Ethan Hunt: We just rolled up a snowball and tossed it into hell. Now lets see what chance it has.

Ethan Hunt: No. She’s got no training for this kind of thing.

Swanbeck: What? To go to bed with a man, and lie to him? She’s a woman – she’s got all the training she needs.

Ethan Hunt is more skilled in combat, playful, and emotionally attached in the sequel. Changing from the detached rookie viewers first saw him as in the original film. Being driven to get payback for an old friend, and being more concerned about his teammates well being. Allowing the writers to show a more caring side of Ethan Hunt. However, he’s given new traits too that don’t align all the time with what was established in the previous movie. The obvious one being Ethan Hunt acts more suave as a lady killer, and more relaxed which pushes a natural transition into entirely rewriting an established character. Hardly showing any sign that he fears for his life during the mission. Almost as if he knows he’s going to make it out alive because he’s a newly enhanced Ethan Hunt. Making Ethan Hunt a one man army relying more on action than his quick wits to get out of a dangerous situation.

Cruise: Can you please try to acting!

What holds the movie back is the “love triangle” that eats up two acts of the movie attention. There isn’t much to it even when the film attempts to give background to their characters past. All the characterization that is provided is simplistic, as well as the motivations tied to the characters. While the film establishes itself as a dumb movie it takes it too far from a character perspective at points. None of this is more obvious than the moment where Ethan Hunt detonate a bomb after his love interest injects herself with Chemeria instead of detonating the bomb before she infected herself. Also within the same sequence, providing details on Ethan Hunt  original escape plan. If it went well, would Ethan still have blown up a hole in the wall, jumped out of it, and parachute to safety. Probably not, but since the movie skipped over that snippet when during the planning scene it makes that part of his plan baffling. More baffling than that is the how villain plan to spread the Chermia virus through a human subject in public area, yet having nothing in check to make sure the subject actually spreads the virus in a populated location.

One nice addition to the movie is the team is finally working together consistently towards a common goal. Unfortunately, Ethan Hunt does the most of the heavy lifting without much emphasis on the importance of teamwork. Sure, Ethan Hunt can’t hack, can’t get intel from a rogue agent, or fly a chopper. However, he’s the only one on field putting himself in danger while his team just partially participate from a distance a majority of the time. In context, it makes sense since Hunt is the best trained agent meant to do these kind of things. It’s more notable than in the first movie because here the team can trust each other, but the heavy lifting isn’t shared among the group. Although, Luther (Ving Rhames) actually helps out Ethan during an action sequence whereas in the first one he simply provided technical support without risk to his life. It’s odd how in one way it expands on the team work aspect to have it be a team operation for the whole thing, but on the other hand feeling unimportant with Ethan doing most of the dirty work.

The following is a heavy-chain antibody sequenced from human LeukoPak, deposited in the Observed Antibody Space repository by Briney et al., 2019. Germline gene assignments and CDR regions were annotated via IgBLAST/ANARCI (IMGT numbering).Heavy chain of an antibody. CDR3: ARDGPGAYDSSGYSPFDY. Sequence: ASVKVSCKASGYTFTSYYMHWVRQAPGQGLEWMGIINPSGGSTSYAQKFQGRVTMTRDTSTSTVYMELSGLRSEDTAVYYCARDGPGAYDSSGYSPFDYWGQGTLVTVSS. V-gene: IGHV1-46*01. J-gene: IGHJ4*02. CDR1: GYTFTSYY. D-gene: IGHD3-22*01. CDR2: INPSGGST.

Yep, Tom Cruise does back flip kick. Pretty cool to be honest.

What does carry over from the original movie is Tom Cruise committed performance. Coming across more charismatic, more humorous, and more suave than he did before. In spite of how ridiculous the movie’s effort can be to make Tom Cruise look as cool as possible. Cruise performance is still enjoyable to see. He doesn’t phone in a single scene, even when working with ridiculous dialogue, and doing insane things during his action sequences. Cruise is no martial artist, but he puts it his all to make you think he can do back flip kicks, dodge bullets while riding on a motorcycle, and that he can still perform a fight after colliding with someone in midair after he crashes his motorcycle into another person. Is it over the top as it sounds, but it’s gloriously done, and enjoyable when Cruise believes can do this stuff as much as he does. Another change is Tom Cruise long hair which he probably only had for the many slow-mo shots which are plentiful in this sequel. It is silly looking, but in line with the already goofy movie. What is sadly lost in the sequel is Cruise dramatic acting since he plays a more of a James Bond knock off than a experienced Ethan Hunt. Loosing any sense of urgency his character had in the original, and missing on the opportunity to capitalize on his dramatic chops.

The weakest link in the acting this time around is Thandie Newton who plays Nyh, and she hardly change facial expression, or her tone of voice for the entirety of the movie. She’s simply incapable of coming off as seductive when she’s meant to be alluring. Her monotone voice, and robotic expression prevents her from coming as a human. While Cruise charisma makes you buy he’s in love with Thandie Newton, even he is unable to make it appear like him, and Newton have any sort of chemistry. Then there’s Dougray Scott who plays villain Sean Ambrose, and he chews up the scenery. His performance is far subtle as possible whenever he’s onscreen. Being just as a difficult to take seriously as the foil to Tom Cruise. However, while it’s easy to see why Newton character dumped Scott character. Scott acting is unable to get across any appeal that Newton might have found in him.